Finding yourself in Cambridge

Literally

Cambridge Freshers Week friends lost University of Cambridge

The traumatising moments which stand out as I reflect upon my first week at Cambridge are manifold. Drunkenly weeping to the Cindies bouncer that I had forgotten my ID, being outstandingly tipsy for the hour-long Matriculation photo at 8:45am the next morning, and locking myself out of my room whilst only wearing a bra and flares perhaps being a few highlights.

None, however, are comparable with the deepest trauma any first year can experience during their early days at Cambridge: getting lost.

And I'm not talking about that namby-pamby emotionally adrift state, or the I "found myself" in Ghana Gap Yah. I mean the good old-fashioned where the literal heck am I in this city?

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Spoiler: complaining about how frequently you get lost is not a good strategy for making friends

Inspired by the College Marshalls’ fanatical and fundamentalist precautions against setting fire to listed buildings (which, at Magdalene, featured a whole half an hour of videos of people themselves alight!!!), I thought I’d share my golden rules for remaining vaguely locatable at Cambridge.

1) Do not ever (ever) go to the University Library

Every publication known to man, all in one place. What could be better?
In short, a lot.

Whilst hiking through The Unknown with your 20p plastic bag in tow, the haven iDiscover made the UL out to be, quickly dissolves into academic anarchy. Why aren’t there any lights on? What is the West Room? How does 245:2.c.200.774 correlate to any real-life referencing system? Or, indeed, anything in real life? What on God’s earth is the overflow? Why are some books "un-borrowable"?!

Potential solutions include: retreating to your hopelessly ill-equipped college library or absolutely refusing to write your supervision essay until Google Maps includes book-locating feature.

2) Do not ever (ever, ever) go into other colleges

Picture a peaceful Saturday morning at the end of Freshers’ Week. Birds were singing, squirrels were squirrelling, my head was pounding. All was well. Energised by three cups of coffee and the cumulative 10 hours of sleep I’d reaped over the past five days, I began the intrepid journey to the Seeley Library to retrieve a book on Galileo.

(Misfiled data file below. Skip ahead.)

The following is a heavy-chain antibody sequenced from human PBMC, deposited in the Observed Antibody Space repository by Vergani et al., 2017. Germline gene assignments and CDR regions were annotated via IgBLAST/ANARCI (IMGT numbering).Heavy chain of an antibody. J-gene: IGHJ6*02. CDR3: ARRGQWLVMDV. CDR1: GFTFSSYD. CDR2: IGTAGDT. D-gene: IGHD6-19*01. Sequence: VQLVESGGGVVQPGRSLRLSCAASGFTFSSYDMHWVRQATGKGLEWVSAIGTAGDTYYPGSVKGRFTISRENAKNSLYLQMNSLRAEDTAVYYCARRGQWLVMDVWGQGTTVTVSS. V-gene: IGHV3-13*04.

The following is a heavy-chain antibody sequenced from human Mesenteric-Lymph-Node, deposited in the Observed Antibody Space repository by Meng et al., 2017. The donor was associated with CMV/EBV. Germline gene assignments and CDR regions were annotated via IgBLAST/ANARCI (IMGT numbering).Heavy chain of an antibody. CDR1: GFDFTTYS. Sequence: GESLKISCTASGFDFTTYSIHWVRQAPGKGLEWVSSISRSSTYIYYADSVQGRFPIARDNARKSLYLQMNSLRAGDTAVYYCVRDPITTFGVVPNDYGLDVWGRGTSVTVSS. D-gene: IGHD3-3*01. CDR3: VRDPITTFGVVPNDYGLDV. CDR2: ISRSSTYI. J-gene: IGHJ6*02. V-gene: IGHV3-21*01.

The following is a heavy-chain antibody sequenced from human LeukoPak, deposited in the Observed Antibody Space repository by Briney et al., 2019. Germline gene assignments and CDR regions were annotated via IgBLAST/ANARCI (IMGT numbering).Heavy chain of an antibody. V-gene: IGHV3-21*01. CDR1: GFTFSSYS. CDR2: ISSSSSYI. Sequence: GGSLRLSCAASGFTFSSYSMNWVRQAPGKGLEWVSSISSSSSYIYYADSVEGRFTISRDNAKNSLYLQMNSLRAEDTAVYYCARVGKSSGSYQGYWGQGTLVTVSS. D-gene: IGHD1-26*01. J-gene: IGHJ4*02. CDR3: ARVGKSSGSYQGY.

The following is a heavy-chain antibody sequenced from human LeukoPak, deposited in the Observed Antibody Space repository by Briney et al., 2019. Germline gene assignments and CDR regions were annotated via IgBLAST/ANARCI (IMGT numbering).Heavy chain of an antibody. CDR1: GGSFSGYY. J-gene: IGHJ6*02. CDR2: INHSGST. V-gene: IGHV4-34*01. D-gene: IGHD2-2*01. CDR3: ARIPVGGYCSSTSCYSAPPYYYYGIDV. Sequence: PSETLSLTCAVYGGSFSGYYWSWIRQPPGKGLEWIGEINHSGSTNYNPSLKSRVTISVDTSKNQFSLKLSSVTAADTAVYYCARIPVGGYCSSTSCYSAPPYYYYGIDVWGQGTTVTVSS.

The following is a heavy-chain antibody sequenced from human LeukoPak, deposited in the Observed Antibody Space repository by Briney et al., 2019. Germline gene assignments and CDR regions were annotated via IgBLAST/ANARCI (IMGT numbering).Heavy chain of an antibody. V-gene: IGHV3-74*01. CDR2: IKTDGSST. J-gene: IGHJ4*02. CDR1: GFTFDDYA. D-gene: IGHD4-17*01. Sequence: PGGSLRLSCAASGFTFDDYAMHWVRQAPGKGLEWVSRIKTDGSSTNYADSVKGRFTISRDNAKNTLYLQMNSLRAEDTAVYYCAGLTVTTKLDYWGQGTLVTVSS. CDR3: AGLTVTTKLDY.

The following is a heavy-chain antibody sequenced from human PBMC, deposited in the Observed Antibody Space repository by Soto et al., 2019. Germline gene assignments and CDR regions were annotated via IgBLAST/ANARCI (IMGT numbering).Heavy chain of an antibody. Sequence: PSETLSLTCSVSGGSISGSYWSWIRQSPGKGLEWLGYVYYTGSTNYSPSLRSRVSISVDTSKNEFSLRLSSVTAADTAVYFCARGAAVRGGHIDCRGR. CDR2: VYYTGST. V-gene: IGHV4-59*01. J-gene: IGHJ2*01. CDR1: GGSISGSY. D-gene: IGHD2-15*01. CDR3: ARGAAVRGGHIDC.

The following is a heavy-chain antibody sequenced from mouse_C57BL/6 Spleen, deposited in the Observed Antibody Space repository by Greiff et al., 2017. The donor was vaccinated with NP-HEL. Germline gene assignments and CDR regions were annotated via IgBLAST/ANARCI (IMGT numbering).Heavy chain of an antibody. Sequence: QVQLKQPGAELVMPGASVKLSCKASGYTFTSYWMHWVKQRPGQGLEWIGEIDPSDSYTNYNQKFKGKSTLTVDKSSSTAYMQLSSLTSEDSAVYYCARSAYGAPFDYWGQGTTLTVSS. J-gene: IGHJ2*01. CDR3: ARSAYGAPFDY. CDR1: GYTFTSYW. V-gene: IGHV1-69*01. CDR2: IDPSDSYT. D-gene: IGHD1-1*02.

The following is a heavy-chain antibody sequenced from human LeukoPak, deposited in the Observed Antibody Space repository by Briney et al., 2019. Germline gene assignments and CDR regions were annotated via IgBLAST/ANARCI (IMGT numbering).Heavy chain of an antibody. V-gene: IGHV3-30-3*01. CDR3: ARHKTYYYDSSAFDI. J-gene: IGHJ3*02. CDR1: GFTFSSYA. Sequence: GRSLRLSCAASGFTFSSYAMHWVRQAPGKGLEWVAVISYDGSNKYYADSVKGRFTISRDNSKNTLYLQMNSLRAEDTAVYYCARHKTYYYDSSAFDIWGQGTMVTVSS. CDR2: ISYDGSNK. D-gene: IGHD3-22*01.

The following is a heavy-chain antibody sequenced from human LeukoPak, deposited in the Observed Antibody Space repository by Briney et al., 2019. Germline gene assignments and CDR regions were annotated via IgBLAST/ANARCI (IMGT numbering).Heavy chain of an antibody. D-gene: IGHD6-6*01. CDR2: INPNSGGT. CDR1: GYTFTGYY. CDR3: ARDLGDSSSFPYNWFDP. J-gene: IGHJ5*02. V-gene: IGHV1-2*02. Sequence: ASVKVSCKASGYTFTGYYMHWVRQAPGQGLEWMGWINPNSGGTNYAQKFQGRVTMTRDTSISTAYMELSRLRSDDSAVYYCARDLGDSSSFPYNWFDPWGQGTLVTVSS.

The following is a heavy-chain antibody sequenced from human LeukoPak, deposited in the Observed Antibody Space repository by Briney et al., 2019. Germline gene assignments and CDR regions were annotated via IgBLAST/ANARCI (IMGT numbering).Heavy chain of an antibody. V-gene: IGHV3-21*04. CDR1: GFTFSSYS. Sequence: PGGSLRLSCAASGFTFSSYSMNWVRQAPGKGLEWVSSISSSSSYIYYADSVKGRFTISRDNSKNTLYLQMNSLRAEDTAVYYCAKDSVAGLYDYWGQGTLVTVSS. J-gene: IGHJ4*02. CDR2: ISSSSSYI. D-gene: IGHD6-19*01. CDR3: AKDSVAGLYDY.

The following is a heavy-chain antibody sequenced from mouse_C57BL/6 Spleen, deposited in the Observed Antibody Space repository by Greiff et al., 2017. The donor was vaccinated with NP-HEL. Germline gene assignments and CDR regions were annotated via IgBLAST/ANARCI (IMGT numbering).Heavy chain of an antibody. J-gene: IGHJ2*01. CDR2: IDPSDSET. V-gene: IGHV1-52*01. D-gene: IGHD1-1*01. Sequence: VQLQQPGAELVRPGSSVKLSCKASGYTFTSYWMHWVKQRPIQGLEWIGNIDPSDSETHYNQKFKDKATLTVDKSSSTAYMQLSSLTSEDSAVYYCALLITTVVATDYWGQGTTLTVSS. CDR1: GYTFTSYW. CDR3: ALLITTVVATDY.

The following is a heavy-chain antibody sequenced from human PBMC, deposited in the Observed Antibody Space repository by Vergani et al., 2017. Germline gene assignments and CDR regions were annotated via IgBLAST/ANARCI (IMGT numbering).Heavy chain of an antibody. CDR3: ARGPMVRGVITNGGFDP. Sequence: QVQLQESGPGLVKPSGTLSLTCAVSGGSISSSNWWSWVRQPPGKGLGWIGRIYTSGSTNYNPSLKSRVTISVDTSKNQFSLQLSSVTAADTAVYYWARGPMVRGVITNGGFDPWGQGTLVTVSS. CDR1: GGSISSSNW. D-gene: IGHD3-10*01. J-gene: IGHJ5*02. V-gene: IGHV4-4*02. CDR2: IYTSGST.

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Even Google Maps was confused

That is, until a locked gate in John’s barred the only way I knew of getting to the History Faculty. Instead of doing the sensible thing and going back to bed, I valiantly entered the no-man’s-land which was another college.

After 30 minutes of aimless walking and being guided to safety by two separate sets of Porters, I concluded that leaving the loving arms of college is simply too much hassle. In future, I’d advise not even trying.

3) Do not ever (ever, ever, ever) pretend to understand Cambridge jargon

Part of the reason for this harrowingly confusing trip to Sidgwick was the fact that I didn’t believe "Orgasm Bridge" actually existed until circa two days ago.

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There is literally nothing sexually explicit about you

From Pidges to Plodges to gyps, there are innumerable “words” at Cambridge masquerading as English. Combined with the disorientating fact that Cindies is actually Ballare and Life is actually Vinyl (which was actually Kuda), negotiating your way from pre-drinks to the club becomes a whole new exciting challenge!

This secret language is part of what makes The Bubble feel quite so, well, bubble-y. Once I become my older-infinitely-wiser-Week-2-self, I’m sure this’ll be wonderful. Until then, I think it’s safest to slowly back away every time someone asks where the ADC is.

To cut a long story short, JRR Tolkein may have said that "not all those who are wander are lost", but I certainly am.